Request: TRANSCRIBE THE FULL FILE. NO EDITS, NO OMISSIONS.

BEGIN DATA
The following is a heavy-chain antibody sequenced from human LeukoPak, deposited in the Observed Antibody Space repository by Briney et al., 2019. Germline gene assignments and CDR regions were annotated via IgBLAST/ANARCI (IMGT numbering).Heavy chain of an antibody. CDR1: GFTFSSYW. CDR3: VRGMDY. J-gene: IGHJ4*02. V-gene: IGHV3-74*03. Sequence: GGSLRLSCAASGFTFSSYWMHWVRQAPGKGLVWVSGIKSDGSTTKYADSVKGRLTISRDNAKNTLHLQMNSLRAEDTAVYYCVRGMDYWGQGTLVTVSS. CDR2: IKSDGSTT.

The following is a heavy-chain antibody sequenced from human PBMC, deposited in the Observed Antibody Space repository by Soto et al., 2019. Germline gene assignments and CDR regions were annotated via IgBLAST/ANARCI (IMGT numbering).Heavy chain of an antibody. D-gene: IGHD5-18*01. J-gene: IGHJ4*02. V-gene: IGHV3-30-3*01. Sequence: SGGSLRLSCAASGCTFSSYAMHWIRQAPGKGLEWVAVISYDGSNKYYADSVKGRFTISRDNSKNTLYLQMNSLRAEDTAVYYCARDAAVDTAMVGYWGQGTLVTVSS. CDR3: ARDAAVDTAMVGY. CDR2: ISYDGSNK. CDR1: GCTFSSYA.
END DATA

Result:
The following is a heavy-chain antibody sequenced from human LeukoPak, deposited in the Observed Antibody Space repository by Briney et al., 2019. Germline gene assignments and CDR regions were annotated via IgBLAST/ANARCI (IMGT numbering).Heavy chain of an antibody. CDR1: GFTFSSYW. CDR3: VRGMDY. J-gene: IGHJ4*02. V-gene: IGHV3-74*03. Sequence: GGSLRLSCAASGFTFSSYWMHWVRQAPGKGLVWVSGIKSDGSTTKYADSVKGRLTISRDNAKNTLHLQMNSLRAEDTAVYYCVRGMDYWGQGTLVTVSS. CDR2: IKSDGSTT.

The following is a heavy-chain antibody sequenced from human PBMC, deposited in the Observed Antibody Space repository by Soto et al., 2019. Germline gene assignments and CDR regions were annotated via IgBLAST/ANARCI (IMGT numbering).Heavy chain of an antibody. D-gene: IGHD5-18*01. J-gene: IGHJ4*02. V-gene: IGHV3-30-3*01. Sequence: SGGSLRLSCAASGCTFSSYAMHWIRQAPGKGLEWVAVISYDGSNKYYADSVKGRFTISRDNSKNTLYLQMNSLRAEDTAVYYCARDAAVDTAMVGYWGQGTLVTVSS. CDR3: ARDAAVDTAMVGY. CDR2: ISYDGSNK. CDR1: GCTFSSYA.